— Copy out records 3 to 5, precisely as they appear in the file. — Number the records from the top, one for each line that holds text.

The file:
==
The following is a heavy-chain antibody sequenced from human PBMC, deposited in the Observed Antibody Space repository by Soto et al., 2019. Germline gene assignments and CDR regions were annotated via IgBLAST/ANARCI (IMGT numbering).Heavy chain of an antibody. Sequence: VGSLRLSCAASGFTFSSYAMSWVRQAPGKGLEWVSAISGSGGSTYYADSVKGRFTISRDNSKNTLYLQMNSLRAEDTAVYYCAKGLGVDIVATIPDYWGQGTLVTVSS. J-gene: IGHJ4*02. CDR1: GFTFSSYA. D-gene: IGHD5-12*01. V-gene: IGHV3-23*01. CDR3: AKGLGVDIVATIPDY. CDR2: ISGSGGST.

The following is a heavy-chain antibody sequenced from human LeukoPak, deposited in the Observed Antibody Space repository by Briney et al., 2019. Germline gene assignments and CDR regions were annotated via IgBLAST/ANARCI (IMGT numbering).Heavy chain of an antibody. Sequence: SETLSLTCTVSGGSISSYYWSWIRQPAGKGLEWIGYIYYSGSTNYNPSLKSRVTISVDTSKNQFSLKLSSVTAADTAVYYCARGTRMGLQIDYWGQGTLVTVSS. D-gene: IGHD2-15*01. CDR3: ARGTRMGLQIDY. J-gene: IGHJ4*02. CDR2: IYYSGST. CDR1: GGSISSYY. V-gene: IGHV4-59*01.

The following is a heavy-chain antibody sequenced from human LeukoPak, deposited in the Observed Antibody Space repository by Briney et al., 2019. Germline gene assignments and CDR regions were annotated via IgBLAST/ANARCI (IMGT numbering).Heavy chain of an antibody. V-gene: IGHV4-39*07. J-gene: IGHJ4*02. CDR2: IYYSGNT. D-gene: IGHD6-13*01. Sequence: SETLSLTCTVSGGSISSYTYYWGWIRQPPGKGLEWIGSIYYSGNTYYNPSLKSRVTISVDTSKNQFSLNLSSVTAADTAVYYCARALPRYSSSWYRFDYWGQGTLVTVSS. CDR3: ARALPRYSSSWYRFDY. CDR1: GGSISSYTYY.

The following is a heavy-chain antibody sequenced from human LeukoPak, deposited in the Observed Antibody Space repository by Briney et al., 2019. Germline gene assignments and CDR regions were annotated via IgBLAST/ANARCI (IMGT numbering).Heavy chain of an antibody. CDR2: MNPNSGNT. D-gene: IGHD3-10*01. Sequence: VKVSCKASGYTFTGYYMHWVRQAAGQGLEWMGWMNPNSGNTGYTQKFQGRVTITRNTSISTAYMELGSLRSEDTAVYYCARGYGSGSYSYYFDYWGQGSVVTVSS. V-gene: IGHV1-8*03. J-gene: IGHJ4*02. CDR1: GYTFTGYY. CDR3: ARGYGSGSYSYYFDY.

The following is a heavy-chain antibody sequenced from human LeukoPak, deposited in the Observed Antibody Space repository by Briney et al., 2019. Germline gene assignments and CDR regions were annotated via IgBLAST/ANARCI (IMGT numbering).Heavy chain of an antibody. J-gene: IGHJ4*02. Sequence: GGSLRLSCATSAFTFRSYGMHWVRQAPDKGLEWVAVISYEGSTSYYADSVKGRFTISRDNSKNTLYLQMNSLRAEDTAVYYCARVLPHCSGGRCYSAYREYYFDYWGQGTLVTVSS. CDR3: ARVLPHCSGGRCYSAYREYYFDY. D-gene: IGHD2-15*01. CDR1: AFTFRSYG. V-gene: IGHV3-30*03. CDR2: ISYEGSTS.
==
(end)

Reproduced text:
The following is a heavy-chain antibody sequenced from human LeukoPak, deposited in the Observed Antibody Space repository by Briney et al., 2019. Germline gene assignments and CDR regions were annotated via IgBLAST/ANARCI (IMGT numbering).Heavy chain of an antibody. V-gene: IGHV4-39*07. J-gene: IGHJ4*02. CDR2: IYYSGNT. D-gene: IGHD6-13*01. Sequence: SETLSLTCTVSGGSISSYTYYWGWIRQPPGKGLEWIGSIYYSGNTYYNPSLKSRVTISVDTSKNQFSLNLSSVTAADTAVYYCARALPRYSSSWYRFDYWGQGTLVTVSS. CDR3: ARALPRYSSSWYRFDY. CDR1: GGSISSYTYY.

The following is a heavy-chain antibody sequenced from human LeukoPak, deposited in the Observed Antibody Space repository by Briney et al., 2019. Germline gene assignments and CDR regions were annotated via IgBLAST/ANARCI (IMGT numbering).Heavy chain of an antibody. CDR2: MNPNSGNT. D-gene: IGHD3-10*01. Sequence: VKVSCKASGYTFTGYYMHWVRQAAGQGLEWMGWMNPNSGNTGYTQKFQGRVTITRNTSISTAYMELGSLRSEDTAVYYCARGYGSGSYSYYFDYWGQGSVVTVSS. V-gene: IGHV1-8*03. J-gene: IGHJ4*02. CDR1: GYTFTGYY. CDR3: ARGYGSGSYSYYFDY.

The following is a heavy-chain antibody sequenced from human LeukoPak, deposited in the Observed Antibody Space repository by Briney et al., 2019. Germline gene assignments and CDR regions were annotated via IgBLAST/ANARCI (IMGT numbering).Heavy chain of an antibody. J-gene: IGHJ4*02. Sequence: GGSLRLSCATSAFTFRSYGMHWVRQAPDKGLEWVAVISYEGSTSYYADSVKGRFTISRDNSKNTLYLQMNSLRAEDTAVYYCARVLPHCSGGRCYSAYREYYFDYWGQGTLVTVSS. CDR3: ARVLPHCSGGRCYSAYREYYFDY. D-gene: IGHD2-15*01. CDR1: AFTFRSYG. V-gene: IGHV3-30*03. CDR2: ISYEGSTS.